Maltreatment in childhood increases the higher risk of a heart attack in women

The evidence of sex differences in the association of childhood abuse and CVH.

Despite evidence that childhood abuse may negatively affect cardiovascular health (CVH) in adulthood, few studies have examined this association. Also, it appears that the cardiovascular effects of childhood abuse differ by sex, but existing findings are conflicting.

A study by the University of Bristol assessed whether the severity of childhood abuse impacted CVH and if the direct and indirect effects (through psychological and behavioral responses) of childhood abuse on CVH differ by sex in midlife.

For the study, scientists analyzed the medical records of 89,071 women and 68,240 men aged 40-69 years and different types of CVD, such as heart attack and stroke. They found that women who had experienced physical abuse in childhood tend to have a 50% higher risk of a heart attack. In the case of men, they tend to have a 20% higher risk.

The data was gathered from the UK Biobank. Scientists found that associations of maltreatment with the different types of CVD (any CVD, hypertensive disease, ischemic heart disease, and cerebrovascular disease) were similar across all the types of childhood maltreatment, however stronger associations were observed for ischemic heart disease (heart attack) and cerebrovascular disease (stroke).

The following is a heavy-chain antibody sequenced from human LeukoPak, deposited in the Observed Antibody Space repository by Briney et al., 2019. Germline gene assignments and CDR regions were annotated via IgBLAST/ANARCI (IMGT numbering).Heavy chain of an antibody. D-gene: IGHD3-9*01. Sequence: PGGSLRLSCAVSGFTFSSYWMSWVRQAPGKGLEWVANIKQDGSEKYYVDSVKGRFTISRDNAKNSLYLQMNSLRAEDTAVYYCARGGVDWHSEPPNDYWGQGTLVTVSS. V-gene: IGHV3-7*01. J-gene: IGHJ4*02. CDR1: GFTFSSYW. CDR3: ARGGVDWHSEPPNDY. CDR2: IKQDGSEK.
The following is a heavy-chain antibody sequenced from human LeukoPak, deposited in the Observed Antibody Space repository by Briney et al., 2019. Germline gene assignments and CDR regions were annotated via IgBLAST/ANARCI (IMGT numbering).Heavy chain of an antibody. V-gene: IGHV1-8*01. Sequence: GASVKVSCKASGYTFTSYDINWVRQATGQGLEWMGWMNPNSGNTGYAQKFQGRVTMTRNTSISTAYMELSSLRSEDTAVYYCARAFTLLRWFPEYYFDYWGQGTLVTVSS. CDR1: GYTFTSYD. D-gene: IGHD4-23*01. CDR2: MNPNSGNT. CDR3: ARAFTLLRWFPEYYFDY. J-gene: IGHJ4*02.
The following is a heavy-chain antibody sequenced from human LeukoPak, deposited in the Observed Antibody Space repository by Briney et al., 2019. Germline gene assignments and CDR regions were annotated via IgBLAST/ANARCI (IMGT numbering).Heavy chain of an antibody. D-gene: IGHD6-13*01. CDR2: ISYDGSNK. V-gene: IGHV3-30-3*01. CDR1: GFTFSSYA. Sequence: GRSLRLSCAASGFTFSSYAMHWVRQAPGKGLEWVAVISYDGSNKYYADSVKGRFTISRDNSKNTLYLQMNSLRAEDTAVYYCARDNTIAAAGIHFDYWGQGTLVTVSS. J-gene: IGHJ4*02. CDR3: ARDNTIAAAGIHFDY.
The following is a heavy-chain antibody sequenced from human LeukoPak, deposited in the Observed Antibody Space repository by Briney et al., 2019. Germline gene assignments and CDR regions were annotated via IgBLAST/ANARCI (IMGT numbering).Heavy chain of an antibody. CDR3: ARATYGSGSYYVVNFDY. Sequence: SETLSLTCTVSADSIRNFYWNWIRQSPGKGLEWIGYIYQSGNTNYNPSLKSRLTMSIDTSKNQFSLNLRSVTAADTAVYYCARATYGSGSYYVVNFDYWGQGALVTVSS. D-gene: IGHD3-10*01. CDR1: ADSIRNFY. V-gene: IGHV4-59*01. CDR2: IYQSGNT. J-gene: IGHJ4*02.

Dr. Ana Gonçalves Soares, Senior Research Associate in Epidemiology, MRC Integrative Epidemiology Unit and Population Health Sciences at Bristol Medical School, explains: “Even though the risks of childhood maltreatment and CVD are different for men and women, sex differences in their association have been underexplored.”

“This study is particularly important as it will help clinicians identify individuals who might benefit from early screening and interventions to prevent cardiovascular consequences.”

“However, more understanding is needed on how childhood maltreatment links to CVD and whether the pathways from maltreatment to CVD differ for men and women and by type of maltreatment. We have ongoing work trying to understand some of these pathways to improve the diagnosis and treatment of these life-threatening illnesses.”

Journal Reference:
  1. A Luiza Gonçalves Soares et al. Sex differences in the association between childhood maltreatment and cardiovascular disease. Heart. DOI: 10.1136/heartjnl-2019-316320

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